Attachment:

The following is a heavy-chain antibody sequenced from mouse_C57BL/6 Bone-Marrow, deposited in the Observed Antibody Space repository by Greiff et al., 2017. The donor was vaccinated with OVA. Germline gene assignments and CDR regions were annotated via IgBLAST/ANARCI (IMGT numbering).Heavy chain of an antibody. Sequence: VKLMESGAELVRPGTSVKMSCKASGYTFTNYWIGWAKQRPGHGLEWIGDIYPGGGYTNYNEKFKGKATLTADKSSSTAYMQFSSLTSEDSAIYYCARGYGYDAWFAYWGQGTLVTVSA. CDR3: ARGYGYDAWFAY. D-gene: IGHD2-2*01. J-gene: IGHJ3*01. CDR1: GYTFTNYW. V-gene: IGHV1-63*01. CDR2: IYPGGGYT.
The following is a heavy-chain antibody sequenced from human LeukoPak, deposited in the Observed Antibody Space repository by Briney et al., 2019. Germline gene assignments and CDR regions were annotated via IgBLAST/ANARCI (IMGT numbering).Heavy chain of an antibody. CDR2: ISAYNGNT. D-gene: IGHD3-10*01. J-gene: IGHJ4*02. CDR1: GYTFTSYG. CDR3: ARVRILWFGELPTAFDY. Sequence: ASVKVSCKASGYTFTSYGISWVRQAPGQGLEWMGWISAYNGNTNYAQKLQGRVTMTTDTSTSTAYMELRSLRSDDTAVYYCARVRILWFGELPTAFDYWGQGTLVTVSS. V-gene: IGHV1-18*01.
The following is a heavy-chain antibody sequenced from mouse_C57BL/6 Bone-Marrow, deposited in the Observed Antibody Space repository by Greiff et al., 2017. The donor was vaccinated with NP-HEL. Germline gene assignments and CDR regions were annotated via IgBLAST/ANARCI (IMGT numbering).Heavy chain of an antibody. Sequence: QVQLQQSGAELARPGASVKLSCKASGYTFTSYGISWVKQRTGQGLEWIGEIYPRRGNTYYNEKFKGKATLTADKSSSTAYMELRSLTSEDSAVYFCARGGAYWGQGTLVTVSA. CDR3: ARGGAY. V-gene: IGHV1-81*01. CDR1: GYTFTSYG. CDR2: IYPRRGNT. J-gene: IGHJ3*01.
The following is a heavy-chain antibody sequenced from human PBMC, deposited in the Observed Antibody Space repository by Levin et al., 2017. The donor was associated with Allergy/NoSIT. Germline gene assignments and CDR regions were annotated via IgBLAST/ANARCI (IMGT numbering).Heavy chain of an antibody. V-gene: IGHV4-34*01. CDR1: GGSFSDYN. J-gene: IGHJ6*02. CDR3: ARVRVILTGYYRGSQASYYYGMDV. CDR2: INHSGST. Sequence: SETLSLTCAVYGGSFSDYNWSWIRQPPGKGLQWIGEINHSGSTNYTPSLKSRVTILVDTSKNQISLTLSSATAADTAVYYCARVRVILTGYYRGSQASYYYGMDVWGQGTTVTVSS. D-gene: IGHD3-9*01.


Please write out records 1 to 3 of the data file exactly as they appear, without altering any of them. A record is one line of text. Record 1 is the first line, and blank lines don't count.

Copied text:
The following is a heavy-chain antibody sequenced from mouse_C57BL/6 Bone-Marrow, deposited in the Observed Antibody Space repository by Greiff et al., 2017. The donor was vaccinated with OVA. Germline gene assignments and CDR regions were annotated via IgBLAST/ANARCI (IMGT numbering).Heavy chain of an antibody. Sequence: VKLMESGAELVRPGTSVKMSCKASGYTFTNYWIGWAKQRPGHGLEWIGDIYPGGGYTNYNEKFKGKATLTADKSSSTAYMQFSSLTSEDSAIYYCARGYGYDAWFAYWGQGTLVTVSA. CDR3: ARGYGYDAWFAY. D-gene: IGHD2-2*01. J-gene: IGHJ3*01. CDR1: GYTFTNYW. V-gene: IGHV1-63*01. CDR2: IYPGGGYT.
The following is a heavy-chain antibody sequenced from human LeukoPak, deposited in the Observed Antibody Space repository by Briney et al., 2019. Germline gene assignments and CDR regions were annotated via IgBLAST/ANARCI (IMGT numbering).Heavy chain of an antibody. CDR2: ISAYNGNT. D-gene: IGHD3-10*01. J-gene: IGHJ4*02. CDR1: GYTFTSYG. CDR3: ARVRILWFGELPTAFDY. Sequence: ASVKVSCKASGYTFTSYGISWVRQAPGQGLEWMGWISAYNGNTNYAQKLQGRVTMTTDTSTSTAYMELRSLRSDDTAVYYCARVRILWFGELPTAFDYWGQGTLVTVSS. V-gene: IGHV1-18*01.
The following is a heavy-chain antibody sequenced from mouse_C57BL/6 Bone-Marrow, deposited in the Observed Antibody Space repository by Greiff et al., 2017. The donor was vaccinated with NP-HEL. Germline gene assignments and CDR regions were annotated via IgBLAST/ANARCI (IMGT numbering).Heavy chain of an antibody. Sequence: QVQLQQSGAELARPGASVKLSCKASGYTFTSYGISWVKQRTGQGLEWIGEIYPRRGNTYYNEKFKGKATLTADKSSSTAYMELRSLTSEDSAVYFCARGGAYWGQGTLVTVSA. CDR3: ARGGAY. V-gene: IGHV1-81*01. CDR1: GYTFTSYG. CDR2: IYPRRGNT. J-gene: IGHJ3*01.